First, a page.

Update on sustainable development and regional planning – September 2021 # 4 | Allen Matkins
Allen Matkins – September 29
On September 28, Governor Newsom signed SB 290, which amends certain provisions of the Density Premium Act (Government Code § 65915). Senator Skinner’s SB 290 essentially replicates 2020’s SB 1085, which passed away, along with several other housing bills, in the Assembly on the last night of the legislative session. In addition to a minor restructuring of Article 65915 of the Government Code, SB 290 provides clarifications and revisions to the Density Bonus Law (DBL). The DBL continues to receive attention and updates in Sacramento as it has proven to be an effective tool for developers and local agencies as they seek to alleviate the affordable housing crisis in California. The revisions to the SB 290 may seem relatively minor, but should open the door to student-focused projects and moderate-income deals where parking was an issue.
Chronicle of San Francisco – September 22
AIDS Healthcare Foundation, the Los Angeles-based nonprofit that has been behind unsuccessful statewide rent control initiatives over the past two election cycles, sued last Wednesday to block further California law that could pave the way for more small apartment buildings. Gov. Gavin Newsom signed the measure, SB 10, last week as part of a package of “light density” laws aimed at boosting housing production in the state. Starting in January, it will allow cities to dezone certain plots in urban areas, including those located near public transport, for up to 10 units without going through a lengthy environmental review process.
Times of San Diego – September 23
Last Thursday, Governor Gavin Newsom signed SB 1 to provide coastal communities with up to $ 100 million per year to mitigate the impact of sea level rise due to global warming. The legislation, sponsored by Senate Speaker Toni Atkins of San Diego, directs the California Coastal Commission to consider sea level rise in its planning, policies and operations, and would establish the California Sea Level Rise State and Regional Support Collaborative to coordinate efforts. .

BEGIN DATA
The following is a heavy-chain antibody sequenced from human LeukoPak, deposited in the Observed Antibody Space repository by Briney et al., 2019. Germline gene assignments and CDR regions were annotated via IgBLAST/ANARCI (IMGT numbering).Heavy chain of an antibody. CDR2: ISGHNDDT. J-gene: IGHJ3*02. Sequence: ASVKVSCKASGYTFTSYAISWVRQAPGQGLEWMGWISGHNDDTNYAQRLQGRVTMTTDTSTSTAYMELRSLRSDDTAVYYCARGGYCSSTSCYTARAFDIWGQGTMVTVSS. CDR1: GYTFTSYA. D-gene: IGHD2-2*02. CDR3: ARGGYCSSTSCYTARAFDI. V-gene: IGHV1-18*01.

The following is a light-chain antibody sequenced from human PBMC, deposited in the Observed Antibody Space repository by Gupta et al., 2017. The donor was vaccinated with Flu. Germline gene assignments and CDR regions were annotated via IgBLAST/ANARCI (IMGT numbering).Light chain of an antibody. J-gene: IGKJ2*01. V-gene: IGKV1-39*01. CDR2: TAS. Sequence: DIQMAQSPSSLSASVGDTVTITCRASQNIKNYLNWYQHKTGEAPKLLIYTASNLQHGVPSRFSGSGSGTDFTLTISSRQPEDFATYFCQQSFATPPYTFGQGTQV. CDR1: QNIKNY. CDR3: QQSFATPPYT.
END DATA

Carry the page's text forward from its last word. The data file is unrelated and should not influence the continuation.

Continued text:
Urbanize LA – September 27
The City of Los Angeles Planning Commission amended and approved the DTLA 2040 draft plan, officially an update to the Central City and Central City North community plans, sending the city’s downtown rezoning project to council. municipal for consideration. Under the DTLA 2040 plan, downtown LA would have capacity for over 175,000 new residents and over 100,000 additional jobs. Those numbers, if realized, would concentrate 20 percent of the city’s expected household growth over the next two decades on just 1 percent of its total land area. Several elements of the DTLA 2040 plan are the product of the ongoing effort to re: code LA, the city’s first comprehensive zoning code update in decades. The DTLA 2040 plan serves as a test for strategies and concepts that will eventually be rolled out to other neighborhoods through the community plan update process.
The San Diego Union-Tribune – September 22
Encinitas City Council has passed a broad ordinance on the electrification of buildings which, with few exceptions, will eliminate the installation of natural gas infrastructure on new residential and commercial construction within city limits. The ordinance, which was passed last Wednesday, is similar to other measures adopted by 49 other California communities over the past two years, but most of those municipalities are located in northern California. The Encinitas Ordinance is the most comprehensive ordinance adopted by a community in San Diego County.
Spectrum News – September 28
The Los Angeles County Supervisory Board on Tuesday voted to extend a moratorium on commercial tenant evictions until the end of January, but residential tenants are expected to lose similar protections under state law this week. Supervisor Sheila Kuehl, who recommended renewing protections for commercial and industrial tenants who couldn’t afford rent, said the county can no longer offer the same deal to residential tenants. The moratorium on state evictions expires on September 30 and is not expected to be renewed.